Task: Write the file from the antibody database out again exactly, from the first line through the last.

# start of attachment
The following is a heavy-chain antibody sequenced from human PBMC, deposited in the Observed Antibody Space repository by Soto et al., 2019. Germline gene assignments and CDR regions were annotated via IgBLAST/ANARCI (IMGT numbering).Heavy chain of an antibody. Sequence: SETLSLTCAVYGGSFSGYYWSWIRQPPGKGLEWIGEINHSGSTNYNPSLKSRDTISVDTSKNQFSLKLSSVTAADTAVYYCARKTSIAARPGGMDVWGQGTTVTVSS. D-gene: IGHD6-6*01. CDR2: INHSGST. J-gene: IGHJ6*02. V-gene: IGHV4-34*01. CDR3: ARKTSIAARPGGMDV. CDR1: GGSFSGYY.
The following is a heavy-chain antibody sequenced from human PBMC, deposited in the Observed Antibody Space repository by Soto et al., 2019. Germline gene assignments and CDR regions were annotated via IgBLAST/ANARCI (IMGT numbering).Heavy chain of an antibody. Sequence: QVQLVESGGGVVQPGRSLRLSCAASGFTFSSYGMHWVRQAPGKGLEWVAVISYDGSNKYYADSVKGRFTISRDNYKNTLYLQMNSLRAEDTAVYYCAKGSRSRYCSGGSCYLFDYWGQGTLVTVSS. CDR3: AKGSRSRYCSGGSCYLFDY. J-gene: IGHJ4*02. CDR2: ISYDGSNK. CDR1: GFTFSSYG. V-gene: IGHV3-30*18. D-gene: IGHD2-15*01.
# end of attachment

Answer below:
The following is a heavy-chain antibody sequenced from human PBMC, deposited in the Observed Antibody Space repository by Soto et al., 2019. Germline gene assignments and CDR regions were annotated via IgBLAST/ANARCI (IMGT numbering).Heavy chain of an antibody. Sequence: SETLSLTCAVYGGSFSGYYWSWIRQPPGKGLEWIGEINHSGSTNYNPSLKSRDTISVDTSKNQFSLKLSSVTAADTAVYYCARKTSIAARPGGMDVWGQGTTVTVSS. D-gene: IGHD6-6*01. CDR2: INHSGST. J-gene: IGHJ6*02. V-gene: IGHV4-34*01. CDR3: ARKTSIAARPGGMDV. CDR1: GGSFSGYY.
The following is a heavy-chain antibody sequenced from human PBMC, deposited in the Observed Antibody Space repository by Soto et al., 2019. Germline gene assignments and CDR regions were annotated via IgBLAST/ANARCI (IMGT numbering).Heavy chain of an antibody. Sequence: QVQLVESGGGVVQPGRSLRLSCAASGFTFSSYGMHWVRQAPGKGLEWVAVISYDGSNKYYADSVKGRFTISRDNYKNTLYLQMNSLRAEDTAVYYCAKGSRSRYCSGGSCYLFDYWGQGTLVTVSS. CDR3: AKGSRSRYCSGGSCYLFDY. J-gene: IGHJ4*02. CDR2: ISYDGSNK. CDR1: GFTFSSYG. V-gene: IGHV3-30*18. D-gene: IGHD2-15*01.